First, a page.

Everyone was delighted with the views of the sky, both through the huge selection of telescopes, and with the naked eye: sometimes it looked like a battle scene from Star Wars with the laser beams criss-crossing the sky like light sabres! Highlights were of course Venus, the lovely Moon with Earthshine, Jupiter and its four Galilean moons, the Pleiades, Andromeda Galaxy, the Orion Nebula and the Trapezium, other galaxies, nebulae, star clusters and double stars, and dear knows what else. It was a Cosmic Feast for everyone!
Particular thanks are due to Simon and Shane at DCP who did everything we asked in clearing the rooms and the site in advance, adjusting the lighting to a minimum, and generally being willingly helpful in every way, and of course to the producer, Louisa McCartney, and Anne-Marie and Darryl, the two presenters, for their faith in us, and their supreme professionalism!
All told it was a HUGE success, thanks to everyone in the IAA: ordinary members as well as council members. Adding those numbers to the 500 or so we had at QUB, plus the 1200 at DCP, gives a total of about 2,200 members of the public actually attending at the three events in which we were the major players in Stargazing Live.
3. IAA Event at Marble Arch, 25 February: Barely taking time to recover, we are also hoping to run a stargazing event at Marble Arch Caves, one of the darkest sites in Ulster, on Saturday 25 February. Final details to be confirmed: more information as soon as available.
4. And again, at Lough Neagh Discovery Centre, on 30 March: This event had already been booked well before the BBC Stargazing Live: it too will have our usual format (but without the broadcast this time). More details on that next time too.
5. COSMOS 2012: The Midlands Astronomy Club are finalising the programme for their very popular annual star party, at Annaharvey Farm, just outside Tullamore, on the W/E of 13-15 April. More details when available, but note all these dates in your diaries.
6. ISS: the International Space Station will commence a new series of evening passes on Feb 14/15. See www.heavens-above.com for details of this, and other bright satellites, Iridium Flares etc, for your own location.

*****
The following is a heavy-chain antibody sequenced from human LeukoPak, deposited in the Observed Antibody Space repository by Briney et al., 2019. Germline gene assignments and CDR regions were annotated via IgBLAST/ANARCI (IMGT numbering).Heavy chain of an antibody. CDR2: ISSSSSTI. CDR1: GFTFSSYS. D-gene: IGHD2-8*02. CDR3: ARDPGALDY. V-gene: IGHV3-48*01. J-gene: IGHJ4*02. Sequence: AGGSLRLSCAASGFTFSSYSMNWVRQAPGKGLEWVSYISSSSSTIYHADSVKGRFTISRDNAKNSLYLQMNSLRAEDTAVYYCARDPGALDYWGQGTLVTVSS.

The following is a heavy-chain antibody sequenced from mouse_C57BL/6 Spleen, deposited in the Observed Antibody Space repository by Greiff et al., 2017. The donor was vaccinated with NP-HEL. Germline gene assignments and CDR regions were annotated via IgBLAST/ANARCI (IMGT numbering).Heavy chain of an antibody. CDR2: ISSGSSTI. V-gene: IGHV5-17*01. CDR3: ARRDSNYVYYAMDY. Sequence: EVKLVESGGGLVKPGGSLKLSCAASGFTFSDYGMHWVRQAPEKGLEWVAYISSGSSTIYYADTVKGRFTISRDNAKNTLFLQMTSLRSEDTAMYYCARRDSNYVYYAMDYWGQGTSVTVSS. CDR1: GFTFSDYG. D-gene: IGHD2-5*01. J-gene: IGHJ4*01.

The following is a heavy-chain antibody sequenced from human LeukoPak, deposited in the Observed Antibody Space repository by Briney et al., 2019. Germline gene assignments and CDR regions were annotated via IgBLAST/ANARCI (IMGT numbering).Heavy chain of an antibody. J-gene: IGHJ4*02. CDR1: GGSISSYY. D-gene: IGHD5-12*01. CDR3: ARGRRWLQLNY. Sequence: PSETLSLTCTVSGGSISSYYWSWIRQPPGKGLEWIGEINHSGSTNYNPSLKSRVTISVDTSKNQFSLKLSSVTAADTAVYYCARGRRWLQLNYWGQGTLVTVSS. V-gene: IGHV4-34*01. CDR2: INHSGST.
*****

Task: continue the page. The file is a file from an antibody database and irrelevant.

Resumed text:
7. Venus, the Evening Star: Is now prominent in the evening twilight as the brilliant ‘evening star’. It will continue to brighten and move higher up into a darker sky throughout the next two months and will be very well placed in late March as it approaches the Pleiades. It's visible in the SW after sunset, at magnitude -4.3, and apparent diameter 15” (arcsecs).
8. Aurora alerts. A lot of people who are not particularly interested in astronomy have asked me about seeing an aurora from Ireland/UK. I'm therefore going to set up a separate alert bulletin for possible aurora events only. If you know anyone who would like to get alerts of chances when aurorae might be visible from here (but not these more comprehensive bulletins), send me their email address, or ask them to email me directly.
I will of course include such information in these general astronomy bulletins too!
9. TWITTER: the IAA now has a twitter account. twitterIaaAstro
10. BBC THINGS TO DO WEBSITE: See the forthcoming IAA events on
11. JOINING the IRISH ASTRONOMICAL ASSOCIATION is now even easier: This link downloads a Word document to join the IAA. http://irishastro.org.uk/iaamembership.doc. See also www.irishastro.org.